open access

Vol 60, No 5 (2009)
Review article
Published online: 2009-10-30
Submitted: 2013-02-15
Get Citation

Actions of thyroid hormones in bone

Graham R. Williams
Endokrynologia Polska 2009;60(5):380-388.

open access

Vol 60, No 5 (2009)
Review article
Published online: 2009-10-30
Submitted: 2013-02-15

Abstract

Thyroid hormones are required for skeletal development and establishment of peak bone mass. Hypothyroidism in children results in growth retardation with delayed skeletal development, whereas thyrotoxicosis accelerates bone maturation. In adults, T3 regulates bone turnover and bone mineral density, and normal euthyroid status is essential to maintain optimal bone strength. Population studies indicate that hypothyroidism and hyperthyroidism are both associated with an increased risk of fracture. Nevertheless, the mechanism of T3 action in bone is incompletely understood. Studies in mutant mice have demonstrated that T3 action in bone is mediated principally by T3 receptor α (TRα). T3 exerts anabolic actions during growth to stimulate peak bone mass acrrual, but has catabolic effects on the adult skeleton that increase bone turnover. Recent studies have also suggested that TSH may have direct actions in bone cells, but such effects are difficult to resolve in vivo because thyroid hormone and TSH concentrations are maintained in an inverse relationship by the hypothalamic-pituitary-thyroid axis. Current understanding is based on studies in mice that harbor germline mutations in the genes encoding TRα, TRβ or the TSH receptor and it is not clear whether the skeletal effects of these mutations result from disruption of primary T3 actions in bone cells or whether they are secondary to systemic effects on other endocrine pathways that regulate skeletal development and bone mass. Tissue-specific disruption of thyroid hormone signalling in bone cells will be required to address this issue. Such studies are likely to identify key components of the T3 signalling pathway that may represent suitable drug targets for treatment of osteoporosis.

Abstract

Thyroid hormones are required for skeletal development and establishment of peak bone mass. Hypothyroidism in children results in growth retardation with delayed skeletal development, whereas thyrotoxicosis accelerates bone maturation. In adults, T3 regulates bone turnover and bone mineral density, and normal euthyroid status is essential to maintain optimal bone strength. Population studies indicate that hypothyroidism and hyperthyroidism are both associated with an increased risk of fracture. Nevertheless, the mechanism of T3 action in bone is incompletely understood. Studies in mutant mice have demonstrated that T3 action in bone is mediated principally by T3 receptor α (TRα). T3 exerts anabolic actions during growth to stimulate peak bone mass acrrual, but has catabolic effects on the adult skeleton that increase bone turnover. Recent studies have also suggested that TSH may have direct actions in bone cells, but such effects are difficult to resolve in vivo because thyroid hormone and TSH concentrations are maintained in an inverse relationship by the hypothalamic-pituitary-thyroid axis. Current understanding is based on studies in mice that harbor germline mutations in the genes encoding TRα, TRβ or the TSH receptor and it is not clear whether the skeletal effects of these mutations result from disruption of primary T3 actions in bone cells or whether they are secondary to systemic effects on other endocrine pathways that regulate skeletal development and bone mass. Tissue-specific disruption of thyroid hormone signalling in bone cells will be required to address this issue. Such studies are likely to identify key components of the T3 signalling pathway that may represent suitable drug targets for treatment of osteoporosis.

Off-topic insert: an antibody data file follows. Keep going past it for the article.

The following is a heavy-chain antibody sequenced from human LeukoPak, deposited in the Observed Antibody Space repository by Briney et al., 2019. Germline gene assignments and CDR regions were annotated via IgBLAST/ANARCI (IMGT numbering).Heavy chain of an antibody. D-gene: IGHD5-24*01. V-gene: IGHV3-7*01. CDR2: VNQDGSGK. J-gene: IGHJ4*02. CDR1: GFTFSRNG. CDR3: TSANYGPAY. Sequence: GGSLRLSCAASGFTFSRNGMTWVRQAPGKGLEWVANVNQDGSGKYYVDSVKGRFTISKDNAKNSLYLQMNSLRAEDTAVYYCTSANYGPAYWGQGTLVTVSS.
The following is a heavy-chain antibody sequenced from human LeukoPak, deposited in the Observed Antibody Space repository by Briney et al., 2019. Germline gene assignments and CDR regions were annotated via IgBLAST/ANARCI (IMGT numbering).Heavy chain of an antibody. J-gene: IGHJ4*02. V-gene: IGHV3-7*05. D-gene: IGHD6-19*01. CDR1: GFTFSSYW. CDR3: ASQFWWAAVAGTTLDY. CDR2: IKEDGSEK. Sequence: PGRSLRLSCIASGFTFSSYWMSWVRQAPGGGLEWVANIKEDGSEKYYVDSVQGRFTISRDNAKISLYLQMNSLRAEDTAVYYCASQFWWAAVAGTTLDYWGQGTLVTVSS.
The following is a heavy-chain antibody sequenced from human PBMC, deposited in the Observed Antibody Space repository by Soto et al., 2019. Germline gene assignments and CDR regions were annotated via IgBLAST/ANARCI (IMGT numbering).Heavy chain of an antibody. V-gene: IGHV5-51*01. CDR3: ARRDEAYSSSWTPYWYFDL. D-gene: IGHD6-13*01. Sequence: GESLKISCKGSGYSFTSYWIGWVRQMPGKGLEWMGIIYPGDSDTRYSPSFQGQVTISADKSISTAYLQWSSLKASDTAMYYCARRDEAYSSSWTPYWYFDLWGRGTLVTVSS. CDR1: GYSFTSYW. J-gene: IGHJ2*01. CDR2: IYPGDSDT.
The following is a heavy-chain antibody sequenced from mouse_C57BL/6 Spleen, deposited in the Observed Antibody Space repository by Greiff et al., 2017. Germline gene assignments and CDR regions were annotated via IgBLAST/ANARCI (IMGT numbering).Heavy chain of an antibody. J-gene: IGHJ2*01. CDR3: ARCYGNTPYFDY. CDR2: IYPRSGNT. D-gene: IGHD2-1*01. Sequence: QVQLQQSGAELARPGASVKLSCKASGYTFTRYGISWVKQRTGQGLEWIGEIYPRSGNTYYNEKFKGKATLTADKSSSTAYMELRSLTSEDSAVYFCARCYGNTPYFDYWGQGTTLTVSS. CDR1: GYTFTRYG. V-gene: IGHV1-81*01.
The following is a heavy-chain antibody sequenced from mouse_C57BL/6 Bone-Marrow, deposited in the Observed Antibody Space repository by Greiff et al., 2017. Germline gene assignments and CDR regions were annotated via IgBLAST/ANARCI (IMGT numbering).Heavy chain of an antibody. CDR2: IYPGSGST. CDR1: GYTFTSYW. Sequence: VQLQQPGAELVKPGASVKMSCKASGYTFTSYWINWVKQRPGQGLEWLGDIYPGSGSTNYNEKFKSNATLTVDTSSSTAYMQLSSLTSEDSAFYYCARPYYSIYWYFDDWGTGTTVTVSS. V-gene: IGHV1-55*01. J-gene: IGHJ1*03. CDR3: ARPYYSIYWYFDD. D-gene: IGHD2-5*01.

Get Citation

Keywords

thyroid hormones; T3; T4; bone turnover; osteoporosis

About this article
Title

Actions of thyroid hormones in bone

Journal

Endokrynologia Polska

Issue

Vol 60, No 5 (2009)

Pages

380-388

Published online

2009-10-30

Bibliographic record

Endokrynologia Polska 2009;60(5):380-388.

Keywords

thyroid hormones
T3
T4
bone turnover
osteoporosis

Authors

Graham R. Williams

Important: This website uses cookies.tanya dokter More >>

The cookies allow us to identify your computer and find out details about your last visit. They remembering whether you've visited the site before, so that you remain logged in - or to help us work out how many new website visitors we get each month. Most internet browsers accept cookies automatically, but you can change the settings of your browser to erase cookies or prevent automatic acceptance if you prefer.

Via MedicaWydawcą serwisu jest  "Via Medica sp. z o.o." sp.k., ul. Świętokrzyska 73, 80–180 Gdańsk

tel.:+48 58 320 94 94, faks:+48 58 320 94 60, e-mail:  viamedica@viamedica.pl